We are also setting up feedback surveys for different government and corporate bodies to gain quick insights (akin to opinion polls) about the crisis.
As India adapts to the ‘new normal’ and old research projects stand altered while new ones are created, we will continue to play our essential role in helping gain key data insights from those at the bottom of the pyramid for partners across the world.
Watch Prerna Mukharya’s TedX Talk Social Impact through Data.
This article gives the views of the author, and not the position of the South Asia @ LSE blog, nor of the London School of Economics. Featured Image: Prerna Mukharya conducting a set of interviews during a research project in India. Credit: Prerna Mukharya
Hi Prerna, thanks for this article. Had a couple of follow-up questions. Collecting data through Track Your Metrics requires the respondents to have smartphones with working internet. As you’ve mentioned already, a significant %age of the population do not have access to smartphones. Doesn’t the data collected through a web-based tool risk suggesting a skewed reflection of ground realities? If yes, then how do you mitigate that? Also, would love to know your thoughts on how, in this pandemic induced physical distancing world, the experiences of people without smartphones can be captured?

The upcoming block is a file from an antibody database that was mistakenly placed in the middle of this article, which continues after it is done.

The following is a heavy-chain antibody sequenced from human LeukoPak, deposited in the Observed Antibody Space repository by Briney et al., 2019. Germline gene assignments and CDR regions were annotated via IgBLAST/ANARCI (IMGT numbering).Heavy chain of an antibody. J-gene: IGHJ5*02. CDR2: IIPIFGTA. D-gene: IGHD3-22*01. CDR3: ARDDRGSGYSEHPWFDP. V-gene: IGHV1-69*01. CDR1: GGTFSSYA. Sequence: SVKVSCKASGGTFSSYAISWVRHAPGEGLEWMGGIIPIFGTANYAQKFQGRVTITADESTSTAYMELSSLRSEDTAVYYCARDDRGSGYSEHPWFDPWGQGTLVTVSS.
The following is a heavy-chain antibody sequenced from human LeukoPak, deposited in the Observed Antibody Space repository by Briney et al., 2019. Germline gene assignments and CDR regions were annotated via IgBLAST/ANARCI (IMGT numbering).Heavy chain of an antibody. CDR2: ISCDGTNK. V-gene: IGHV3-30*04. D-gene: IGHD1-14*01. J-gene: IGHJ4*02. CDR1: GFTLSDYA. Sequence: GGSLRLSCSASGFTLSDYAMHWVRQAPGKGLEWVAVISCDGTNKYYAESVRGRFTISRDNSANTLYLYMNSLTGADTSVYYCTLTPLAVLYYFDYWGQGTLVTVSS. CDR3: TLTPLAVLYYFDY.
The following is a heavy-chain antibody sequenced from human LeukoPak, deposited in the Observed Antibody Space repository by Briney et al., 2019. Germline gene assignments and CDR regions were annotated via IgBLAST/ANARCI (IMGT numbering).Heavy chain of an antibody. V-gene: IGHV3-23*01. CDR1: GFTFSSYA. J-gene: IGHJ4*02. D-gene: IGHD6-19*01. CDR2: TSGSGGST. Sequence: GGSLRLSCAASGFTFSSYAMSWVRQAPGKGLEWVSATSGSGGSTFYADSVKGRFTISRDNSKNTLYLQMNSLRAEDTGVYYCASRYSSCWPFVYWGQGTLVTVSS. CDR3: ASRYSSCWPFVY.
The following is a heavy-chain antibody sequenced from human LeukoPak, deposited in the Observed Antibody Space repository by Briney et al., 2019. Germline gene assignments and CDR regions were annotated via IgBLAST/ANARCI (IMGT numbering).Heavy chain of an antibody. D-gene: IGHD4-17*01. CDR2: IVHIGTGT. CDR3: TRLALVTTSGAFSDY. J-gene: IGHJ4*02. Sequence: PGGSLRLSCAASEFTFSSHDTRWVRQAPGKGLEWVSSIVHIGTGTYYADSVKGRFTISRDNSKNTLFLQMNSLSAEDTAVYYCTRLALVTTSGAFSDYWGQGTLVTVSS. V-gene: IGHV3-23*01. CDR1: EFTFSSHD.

Thanks Pranjali. We have enabled telephonic surveys to mitigate the bias to a certain degree. For still others, we are connecting with local not-for-profits who serve as intermediaries between funders and respondents.
On the question of social distancing- there will be a redistribution of household level resources to a certain degree. People not online, will perhaps make a more concerted effort to connect via phones/ go online as movement becomes restricted. However, this redistribution will also be affected by changes in income, which in turn will produce externalities of its own.